If you’ve ever felt lost in conversations about racial disparities, if you’ve ever uttered the words “All lives matter,” or if you’ve ever wanted to know what it is like to walk a mile in a black man’s shoes, Ta-Nehisi Coates’ Between the World and Me is a must-read. The national correspondent for The Atlantic addresses the many challenges of growing up black with a lyricism that we have not seen since the likes of James Baldwin. Novelist Toni Morrison praised him for filling the “intellectual void” that Baldwin left after his death.

In the form of a letter, Coates warns his son Samori how it will feel to grow up as a black man and how to keep his body safe. To be black and live in America, he explains, is to constantly fear for “the body” — that is, to fear that someone could take your life at any moment. It is not just an officer’s gun or a lynch mob that black men have to fear, but one another as well. Though Coates acknowledges the violence in the neighborhood in which he grew up, he does not apologize: “To yell ‘black-on-black crime’ is to shoot a man and then shame him for bleeding.” The violence is a reaction to fear, a response of rage, an inevitability of being oppressed by a nation that rejects and pushes against your existence.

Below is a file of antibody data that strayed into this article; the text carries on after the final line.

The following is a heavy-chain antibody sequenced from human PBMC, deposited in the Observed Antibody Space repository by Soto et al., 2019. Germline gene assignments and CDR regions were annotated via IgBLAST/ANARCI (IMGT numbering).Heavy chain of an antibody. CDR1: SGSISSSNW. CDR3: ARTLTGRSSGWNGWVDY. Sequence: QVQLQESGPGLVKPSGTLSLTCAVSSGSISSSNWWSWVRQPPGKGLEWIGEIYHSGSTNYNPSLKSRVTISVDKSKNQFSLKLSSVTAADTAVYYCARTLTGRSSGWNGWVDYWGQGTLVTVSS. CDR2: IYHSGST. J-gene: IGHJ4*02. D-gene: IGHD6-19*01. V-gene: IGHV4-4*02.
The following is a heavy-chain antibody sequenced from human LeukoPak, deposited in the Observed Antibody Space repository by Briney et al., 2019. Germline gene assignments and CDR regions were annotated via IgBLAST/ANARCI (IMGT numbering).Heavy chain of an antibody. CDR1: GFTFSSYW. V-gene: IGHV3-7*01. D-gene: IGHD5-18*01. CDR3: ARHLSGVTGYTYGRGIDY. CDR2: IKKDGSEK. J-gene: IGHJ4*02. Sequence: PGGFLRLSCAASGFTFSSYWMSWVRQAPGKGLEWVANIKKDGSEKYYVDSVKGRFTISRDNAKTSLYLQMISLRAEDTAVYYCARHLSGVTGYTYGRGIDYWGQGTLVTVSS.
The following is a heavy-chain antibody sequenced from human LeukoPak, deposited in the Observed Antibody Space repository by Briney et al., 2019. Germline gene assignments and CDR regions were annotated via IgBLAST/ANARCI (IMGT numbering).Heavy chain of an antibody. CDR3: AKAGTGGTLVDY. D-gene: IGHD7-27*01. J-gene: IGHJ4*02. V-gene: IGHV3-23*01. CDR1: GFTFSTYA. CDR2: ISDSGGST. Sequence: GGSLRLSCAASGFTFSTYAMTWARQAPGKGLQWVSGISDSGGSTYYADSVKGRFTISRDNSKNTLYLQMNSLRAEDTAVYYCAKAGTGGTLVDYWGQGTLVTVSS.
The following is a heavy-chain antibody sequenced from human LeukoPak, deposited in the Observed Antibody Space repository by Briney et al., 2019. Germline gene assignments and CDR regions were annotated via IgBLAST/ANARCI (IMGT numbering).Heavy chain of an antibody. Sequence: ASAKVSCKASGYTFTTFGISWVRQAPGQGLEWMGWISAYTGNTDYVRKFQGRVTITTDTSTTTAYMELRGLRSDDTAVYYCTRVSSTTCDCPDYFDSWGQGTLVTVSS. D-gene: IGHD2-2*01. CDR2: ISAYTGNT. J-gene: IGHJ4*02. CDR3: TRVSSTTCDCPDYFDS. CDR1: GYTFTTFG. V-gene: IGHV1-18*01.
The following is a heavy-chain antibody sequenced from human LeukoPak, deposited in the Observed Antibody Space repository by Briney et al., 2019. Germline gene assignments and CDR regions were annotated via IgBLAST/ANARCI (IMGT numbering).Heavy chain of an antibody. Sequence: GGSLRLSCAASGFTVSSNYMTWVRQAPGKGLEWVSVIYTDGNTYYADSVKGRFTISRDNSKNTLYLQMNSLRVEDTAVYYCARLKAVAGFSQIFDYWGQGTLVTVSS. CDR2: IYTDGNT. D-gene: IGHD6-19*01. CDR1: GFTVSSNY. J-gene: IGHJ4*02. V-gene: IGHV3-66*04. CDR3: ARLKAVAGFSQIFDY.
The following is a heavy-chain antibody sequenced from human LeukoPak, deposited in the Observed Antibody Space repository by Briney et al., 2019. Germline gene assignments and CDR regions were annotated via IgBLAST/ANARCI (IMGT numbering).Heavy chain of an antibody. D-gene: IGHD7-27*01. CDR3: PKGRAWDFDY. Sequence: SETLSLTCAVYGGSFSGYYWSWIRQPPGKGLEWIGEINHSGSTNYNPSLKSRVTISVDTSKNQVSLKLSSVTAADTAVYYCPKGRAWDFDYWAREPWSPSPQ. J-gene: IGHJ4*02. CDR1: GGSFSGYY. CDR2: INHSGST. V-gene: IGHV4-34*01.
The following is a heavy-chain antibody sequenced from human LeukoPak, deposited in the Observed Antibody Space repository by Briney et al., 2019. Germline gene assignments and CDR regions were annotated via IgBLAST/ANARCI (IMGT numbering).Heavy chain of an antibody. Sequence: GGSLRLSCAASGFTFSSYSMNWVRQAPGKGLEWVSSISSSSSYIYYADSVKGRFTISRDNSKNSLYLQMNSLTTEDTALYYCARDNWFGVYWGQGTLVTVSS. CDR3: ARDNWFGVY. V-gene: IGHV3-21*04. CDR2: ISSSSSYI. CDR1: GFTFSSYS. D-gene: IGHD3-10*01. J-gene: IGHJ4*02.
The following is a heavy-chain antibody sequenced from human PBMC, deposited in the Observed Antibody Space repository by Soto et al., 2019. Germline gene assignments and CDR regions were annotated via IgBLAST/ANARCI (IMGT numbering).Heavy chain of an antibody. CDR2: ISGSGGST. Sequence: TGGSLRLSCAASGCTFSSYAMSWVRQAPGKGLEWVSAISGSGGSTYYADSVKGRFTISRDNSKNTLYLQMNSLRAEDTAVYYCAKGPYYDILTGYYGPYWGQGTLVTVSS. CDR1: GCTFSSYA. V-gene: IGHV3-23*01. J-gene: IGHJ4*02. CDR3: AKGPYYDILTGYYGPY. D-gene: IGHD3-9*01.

With Baltimore still raw from last year’s violent protests over the death of Freddie Gray, Coates does something very peculiar. He defends violent protest. He explains his contempt for the peaceful protesters of the past who accepted the mutilation of their bodies by dogs, fire hoses and billy clubs. He takes pride in Malcolm X’s “self-possession” in his reclaiming of the body from those that tried to take it. Whether or not you agree, Coates makes you understand that he might not be right, but he is most definitely not wrong. To fight to protect yourself one moment and then sacrifice your body the next is not proving something, Coates explains, but acquiescing.

Coates also comments on the falseness of blissful ignorance. He tells his son that though he wishes he did not have to suffer, he would not want him to be like the “Dreamers” (those who “believe” themselves to be white). The Dreamers take comfort in their blindness and living on top of others, but Coates wants his son to always be cognizant of the truth of the world, as ugly as it might be. He writes, “You have been cast into a race in which the wind is always at your face and the hounds are always at your heels. And to varying degrees this is true of all life. The difference is that you do not have the privilege of living in ignorance to this essential fact.” He dreads the fact that his son will be so unbearably self-aware and see himself in contrast to the rest of the world. He mourns that because his son was born black in America, he is exposed to the ugliness of the world. However, Coates knows that this is also a gift. It is truth — not privilege or power — that defines the value of a life.

Emily Shwake is a senior English major. She can be reached at eshwakedbk@gmail.com.